Background: The cultivated tea is one of the most important economic and ecological crops worldwide. The cultivated tea and wild tea suffered from long-term targeted selection of traits and overexploitation of habitats by human beings, which may change the genetic structure. Chloroplast is an organelle with a conserved cyclic structure, and can help us better understand the evolutionary relationship of Camellia plants.
Results: The study conducted comparative analysis and evolution analysis between cultivated tea and wild tea, and detected the evolution characteristic in cultivated tea. Chloroplast genome sizes of cultivated tea were slightly different, ranged from 157,025 bp to 157,085 bp. These cultivated species were more conservative than wild species, in terms of the genome length, genes number, genes arrangement and GC contents. However, the IRs length of cultivated species was about 20 bp shorter than that of C. sinensis var. sisnensis. We also found that the nucleotide diversity of 14 sequences in cultivated tea was higher than that of wild tea. These results prove the evidence on the variation of chloroplast genomes of cultivated tea. Detail analysis on the chloroplast genome variation and evolution of cultivated tea showed that 67 SNPs and 46 indels were found and 16 protein coding genes had nucleotide substitutions. The most comment variation gene was ycf1. It has the largest number of nucleotide substitution. At the same time, in ycf1, five amino acid sites were exhibiting site-specific selection, and a 9 bp sequence insertion was found in the C. sinensis cultivar. Anhua. The phylogenetic tree constructed by ycf1 sequence shows that two cultivated tea are not completely clustered, and the evolutionary relationship between C. sinensis var. sisnensis and C. sinensis cultivar. Longjing is closer than that of C. sinensis cultivar. Anhua.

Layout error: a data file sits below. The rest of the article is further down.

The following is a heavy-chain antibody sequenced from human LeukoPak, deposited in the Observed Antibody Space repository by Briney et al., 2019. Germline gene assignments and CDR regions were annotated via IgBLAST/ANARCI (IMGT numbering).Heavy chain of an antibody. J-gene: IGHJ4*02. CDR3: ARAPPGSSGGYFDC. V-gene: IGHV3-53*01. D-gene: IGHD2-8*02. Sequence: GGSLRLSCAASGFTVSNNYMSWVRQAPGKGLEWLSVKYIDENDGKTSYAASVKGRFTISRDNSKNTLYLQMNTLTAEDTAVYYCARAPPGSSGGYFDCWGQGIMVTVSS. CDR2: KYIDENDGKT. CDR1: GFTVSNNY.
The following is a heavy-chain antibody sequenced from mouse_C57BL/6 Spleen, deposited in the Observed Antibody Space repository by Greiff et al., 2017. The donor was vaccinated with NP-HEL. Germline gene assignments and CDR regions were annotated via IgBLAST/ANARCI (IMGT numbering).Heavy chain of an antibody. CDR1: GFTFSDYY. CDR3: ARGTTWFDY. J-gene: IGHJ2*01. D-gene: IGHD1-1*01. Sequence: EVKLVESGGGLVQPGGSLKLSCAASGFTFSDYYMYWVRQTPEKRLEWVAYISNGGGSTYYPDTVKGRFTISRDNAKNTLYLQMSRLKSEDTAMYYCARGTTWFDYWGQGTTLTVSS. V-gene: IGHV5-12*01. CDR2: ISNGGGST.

Conclusions: The cultivated species are more conservative than wild species in in terms of architecture and linear sequence order. The variation of chloroplast genome of cultivated tea is mainly manifested in the nucleotide polymorphism of some sequences. The ycf1 gene plays an important role in the adaptive evolution of cultivated tea. These results provide evidence regarding the influence of human activities on tea.